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How to choose between two applicants

How to choose between two applicantsHow to choose between two applicants
Landlord tips
RentSpree Staff
RentSpree Staff
Calendar
March 26, 2024
time
5
 min read

Summary

When it comes to filling a rental vacancy, having too many prospective tenants can be just as stressful as a slow rental market. In order to simplify the process of choosing between two qualified applicants, landlords should establish a clear set of criteria and an application process to remove any anxieties that come with making a final decision.

As a landlord, having too many prospective tenants interested in your property is a good problem—especially if they are highly-qualified. But having multiple great candidates can also make it harder to choose the right one. 

So how do you decide which applicant to approve and which ones to deny? To help you, we’ve outlined all the steps you need to take so you can make an informed and confident choice. 

Why landlords need a comprehensive rental application process before listing their property

A comprehensive application enables you to vet applicants because it offers insights into a tenant’s financial stability, rental history, and their ability to meet rental obligations. With a clear understanding of an applicant’s payment track record and past rental behavior, you can guarantee you’re renting to someone who pays on time and minimizes property damage risk. 

Conducting a thorough rental application process also ensures that you’re complying with Fair Housing laws and treating all applicants fairly. When comparing applicants, it’s important to have all the information about a prospective tenant in front of you so you can be confident you’re choosing the most qualified tenant.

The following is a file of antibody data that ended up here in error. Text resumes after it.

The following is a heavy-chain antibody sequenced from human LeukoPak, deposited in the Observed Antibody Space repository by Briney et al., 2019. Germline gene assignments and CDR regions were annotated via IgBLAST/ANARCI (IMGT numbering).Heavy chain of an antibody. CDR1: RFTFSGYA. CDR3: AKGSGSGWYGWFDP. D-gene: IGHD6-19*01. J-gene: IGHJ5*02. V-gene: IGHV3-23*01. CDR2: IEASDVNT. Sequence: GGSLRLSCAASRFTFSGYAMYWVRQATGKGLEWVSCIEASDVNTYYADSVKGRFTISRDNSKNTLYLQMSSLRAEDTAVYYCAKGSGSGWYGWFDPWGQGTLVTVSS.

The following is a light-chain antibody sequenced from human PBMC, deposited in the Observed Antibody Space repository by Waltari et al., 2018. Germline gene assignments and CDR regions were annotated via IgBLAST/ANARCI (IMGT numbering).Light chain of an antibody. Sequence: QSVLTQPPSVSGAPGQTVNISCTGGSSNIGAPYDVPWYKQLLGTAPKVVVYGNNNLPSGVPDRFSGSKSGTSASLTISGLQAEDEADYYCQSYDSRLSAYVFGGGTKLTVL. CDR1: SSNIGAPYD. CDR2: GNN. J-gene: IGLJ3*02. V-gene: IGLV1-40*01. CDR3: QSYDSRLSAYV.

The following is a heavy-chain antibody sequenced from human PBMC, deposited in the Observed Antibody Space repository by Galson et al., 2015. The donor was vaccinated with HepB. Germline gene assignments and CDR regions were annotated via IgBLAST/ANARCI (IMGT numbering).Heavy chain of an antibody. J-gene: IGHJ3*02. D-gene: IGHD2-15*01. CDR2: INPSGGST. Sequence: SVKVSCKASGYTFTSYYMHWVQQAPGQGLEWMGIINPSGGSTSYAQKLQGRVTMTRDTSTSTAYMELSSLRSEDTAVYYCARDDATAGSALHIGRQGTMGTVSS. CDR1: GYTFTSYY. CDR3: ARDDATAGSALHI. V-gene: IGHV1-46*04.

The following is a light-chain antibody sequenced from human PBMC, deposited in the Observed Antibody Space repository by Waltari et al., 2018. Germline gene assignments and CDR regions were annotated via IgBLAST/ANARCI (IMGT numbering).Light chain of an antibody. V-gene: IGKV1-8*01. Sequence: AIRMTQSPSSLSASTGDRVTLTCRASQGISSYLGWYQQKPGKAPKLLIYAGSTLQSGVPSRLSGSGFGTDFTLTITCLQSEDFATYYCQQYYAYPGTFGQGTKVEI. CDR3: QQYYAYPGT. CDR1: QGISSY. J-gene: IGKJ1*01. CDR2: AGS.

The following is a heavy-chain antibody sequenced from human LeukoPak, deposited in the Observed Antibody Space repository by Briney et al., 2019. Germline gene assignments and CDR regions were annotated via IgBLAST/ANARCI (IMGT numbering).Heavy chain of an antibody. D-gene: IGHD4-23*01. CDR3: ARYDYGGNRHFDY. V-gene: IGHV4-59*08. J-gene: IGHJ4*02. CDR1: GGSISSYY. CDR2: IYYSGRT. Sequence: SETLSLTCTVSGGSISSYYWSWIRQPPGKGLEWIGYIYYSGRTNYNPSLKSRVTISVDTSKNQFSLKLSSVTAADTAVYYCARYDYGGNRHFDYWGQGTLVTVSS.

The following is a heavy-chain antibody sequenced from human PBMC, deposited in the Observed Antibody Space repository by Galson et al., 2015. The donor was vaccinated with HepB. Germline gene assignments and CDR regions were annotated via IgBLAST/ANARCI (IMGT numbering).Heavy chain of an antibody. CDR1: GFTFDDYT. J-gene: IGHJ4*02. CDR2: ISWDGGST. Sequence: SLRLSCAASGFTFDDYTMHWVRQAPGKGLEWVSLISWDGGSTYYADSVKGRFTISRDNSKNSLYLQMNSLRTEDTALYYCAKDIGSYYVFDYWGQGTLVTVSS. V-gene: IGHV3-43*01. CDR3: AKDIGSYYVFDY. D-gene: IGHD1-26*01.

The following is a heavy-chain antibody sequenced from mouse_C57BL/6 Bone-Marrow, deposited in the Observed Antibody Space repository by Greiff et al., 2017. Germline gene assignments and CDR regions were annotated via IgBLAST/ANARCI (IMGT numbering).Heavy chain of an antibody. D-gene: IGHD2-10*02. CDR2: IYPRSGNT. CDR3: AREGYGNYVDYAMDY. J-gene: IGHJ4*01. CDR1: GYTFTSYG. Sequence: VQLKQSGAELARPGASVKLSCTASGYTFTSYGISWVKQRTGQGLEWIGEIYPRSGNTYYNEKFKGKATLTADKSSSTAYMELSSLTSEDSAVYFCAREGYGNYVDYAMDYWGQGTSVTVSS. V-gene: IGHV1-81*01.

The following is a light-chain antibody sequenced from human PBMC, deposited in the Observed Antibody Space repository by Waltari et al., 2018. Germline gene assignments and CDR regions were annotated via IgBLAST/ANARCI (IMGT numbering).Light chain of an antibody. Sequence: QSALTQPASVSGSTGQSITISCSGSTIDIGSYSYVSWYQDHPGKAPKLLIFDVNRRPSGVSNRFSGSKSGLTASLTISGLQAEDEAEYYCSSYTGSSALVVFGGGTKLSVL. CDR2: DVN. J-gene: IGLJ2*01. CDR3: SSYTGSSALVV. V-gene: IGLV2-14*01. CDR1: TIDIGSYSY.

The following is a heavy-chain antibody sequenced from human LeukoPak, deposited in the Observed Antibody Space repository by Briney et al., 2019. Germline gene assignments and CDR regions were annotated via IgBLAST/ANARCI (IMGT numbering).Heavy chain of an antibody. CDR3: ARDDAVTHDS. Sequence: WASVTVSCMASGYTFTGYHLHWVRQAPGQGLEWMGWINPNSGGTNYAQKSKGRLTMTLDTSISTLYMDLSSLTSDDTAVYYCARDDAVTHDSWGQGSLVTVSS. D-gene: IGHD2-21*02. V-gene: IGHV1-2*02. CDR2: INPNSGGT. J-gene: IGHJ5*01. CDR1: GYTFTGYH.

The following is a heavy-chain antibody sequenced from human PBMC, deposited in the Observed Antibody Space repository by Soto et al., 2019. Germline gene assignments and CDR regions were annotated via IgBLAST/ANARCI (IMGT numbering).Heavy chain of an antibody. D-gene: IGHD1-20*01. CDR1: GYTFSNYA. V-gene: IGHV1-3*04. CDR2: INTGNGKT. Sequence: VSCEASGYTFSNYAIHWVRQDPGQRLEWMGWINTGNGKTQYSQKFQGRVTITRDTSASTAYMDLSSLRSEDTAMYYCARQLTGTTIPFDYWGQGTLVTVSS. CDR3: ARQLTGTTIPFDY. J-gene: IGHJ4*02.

How to set a clear criteria for screening tenants 

The decision-making process demands more than just a thorough application process. It requires well-defined criteria to ensure the tenant you choose is the best fit for your rental property. Here’s a few guidelines for setting criteria.

Require a specific credit score

Asking for a minimum credit score and running a credit report can help mitigate the risk of potential payment issues or defaults. An applicant with poor repayment history, overdue accounts, or excessive debt may not be the financially responsible tenant you’re looking for. 

Check references

Regardless of how qualified a tenant seems on paper, reach out to the references they provided to validate the applicant's reliability. References from previous landlords or property managers offer a glimpse into the prospective tenant's responsibility in maintaining a property and adhering to lease agreements. When reaching out to an applicant’s references, consider asking these questions:

  • How long did the tenant live at the property?
  • Why did the tenant decide to move?
  • Did the tenant pay on time every month?
  • Did the tenant respect the property?
  • Would you consider renting to this tenant again? 
  • Does the tenant have a history of smoking?
  • Does the tenant own a pet?
  • How would you describe the applicant’s character?

Contact their employers

Verifying employment details provides insight into an applicant's job stability, income consistency, and ability to meet financial obligations, including rent payments. Contacting their employers not only confirms the information on their rental application is authentic, but also allows you to ask about their income level and job tenure. This way you can rest assured that they will be able to afford rent and fulfill lease obligations, ensuring a higher likelihood of a successful and trouble-free tenancy.

Set an income requirement

As a landlord you want to make sure your tenants pay on time every month and setting clear income requirements helps assess an applicant's financial capacity to consistently pay rent on time, every time. 

Include your criteria in your listing

Once you narrow down the specific requirements you expect from potential tenants, communicate your expectation in the rental listing and application form. Transparency ensures that applicants are aware of your requirements from the outset and can prevent future misunderstandings. 

What to look for in an application

When you review rental applications, knowing the signs to look out for—both good and bad—can help you fine tune your tenant selection

Red flag: Unverifiable or false information on the application

Fabricated details regarding income, employment status, rental history, or personal information is a good reason to question an applicant's credibility and suggests they may not be a reliable tenant.